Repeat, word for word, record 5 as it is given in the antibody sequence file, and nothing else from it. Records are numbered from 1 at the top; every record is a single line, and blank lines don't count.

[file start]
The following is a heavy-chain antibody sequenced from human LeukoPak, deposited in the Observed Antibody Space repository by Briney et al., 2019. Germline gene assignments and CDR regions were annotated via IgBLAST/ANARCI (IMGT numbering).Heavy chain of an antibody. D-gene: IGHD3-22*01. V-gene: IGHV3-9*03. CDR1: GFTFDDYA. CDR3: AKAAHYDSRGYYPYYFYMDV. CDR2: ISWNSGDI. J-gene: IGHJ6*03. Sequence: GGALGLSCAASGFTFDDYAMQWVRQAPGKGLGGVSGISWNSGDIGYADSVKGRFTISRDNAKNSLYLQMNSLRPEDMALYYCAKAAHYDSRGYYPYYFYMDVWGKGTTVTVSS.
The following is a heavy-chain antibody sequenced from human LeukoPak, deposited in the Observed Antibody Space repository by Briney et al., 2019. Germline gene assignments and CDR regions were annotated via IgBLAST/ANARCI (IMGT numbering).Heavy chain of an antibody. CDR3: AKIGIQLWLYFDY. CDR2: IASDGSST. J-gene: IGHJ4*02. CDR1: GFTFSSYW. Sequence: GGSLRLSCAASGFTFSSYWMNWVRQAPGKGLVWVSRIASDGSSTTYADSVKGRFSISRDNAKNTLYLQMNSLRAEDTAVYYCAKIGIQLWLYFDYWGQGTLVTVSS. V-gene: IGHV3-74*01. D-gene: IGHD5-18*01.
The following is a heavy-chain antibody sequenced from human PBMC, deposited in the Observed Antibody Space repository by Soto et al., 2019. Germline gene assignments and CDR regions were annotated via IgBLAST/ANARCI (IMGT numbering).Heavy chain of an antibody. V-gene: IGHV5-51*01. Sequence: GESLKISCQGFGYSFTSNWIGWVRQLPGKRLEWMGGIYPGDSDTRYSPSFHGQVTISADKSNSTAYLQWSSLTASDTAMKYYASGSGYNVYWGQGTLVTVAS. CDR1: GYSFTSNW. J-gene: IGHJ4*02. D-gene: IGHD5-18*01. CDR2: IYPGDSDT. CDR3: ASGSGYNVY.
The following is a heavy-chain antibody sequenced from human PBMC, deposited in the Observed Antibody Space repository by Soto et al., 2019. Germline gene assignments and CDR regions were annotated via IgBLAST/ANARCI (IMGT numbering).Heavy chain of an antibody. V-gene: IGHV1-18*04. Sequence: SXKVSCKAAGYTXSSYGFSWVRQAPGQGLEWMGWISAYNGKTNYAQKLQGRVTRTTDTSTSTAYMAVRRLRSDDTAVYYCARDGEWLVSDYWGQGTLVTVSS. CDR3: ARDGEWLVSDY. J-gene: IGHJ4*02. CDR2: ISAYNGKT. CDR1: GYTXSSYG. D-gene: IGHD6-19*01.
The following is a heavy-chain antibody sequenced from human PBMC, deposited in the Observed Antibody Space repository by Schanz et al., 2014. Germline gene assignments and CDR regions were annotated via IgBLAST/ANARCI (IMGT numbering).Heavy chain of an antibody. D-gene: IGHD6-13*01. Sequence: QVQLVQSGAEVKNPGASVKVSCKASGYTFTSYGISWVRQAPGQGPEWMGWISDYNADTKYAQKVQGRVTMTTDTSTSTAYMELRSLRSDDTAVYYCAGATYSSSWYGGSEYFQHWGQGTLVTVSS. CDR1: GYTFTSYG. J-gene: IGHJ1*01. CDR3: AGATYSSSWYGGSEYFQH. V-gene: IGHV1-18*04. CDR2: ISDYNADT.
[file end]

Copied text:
The following is a heavy-chain antibody sequenced from human PBMC, deposited in the Observed Antibody Space repository by Schanz et al., 2014. Germline gene assignments and CDR regions were annotated via IgBLAST/ANARCI (IMGT numbering).Heavy chain of an antibody. D-gene: IGHD6-13*01. Sequence: QVQLVQSGAEVKNPGASVKVSCKASGYTFTSYGISWVRQAPGQGPEWMGWISDYNADTKYAQKVQGRVTMTTDTSTSTAYMELRSLRSDDTAVYYCAGATYSSSWYGGSEYFQHWGQGTLVTVSS. CDR1: GYTFTSYG. J-gene: IGHJ1*01. CDR3: AGATYSSSWYGGSEYFQH. V-gene: IGHV1-18*04. CDR2: ISDYNADT.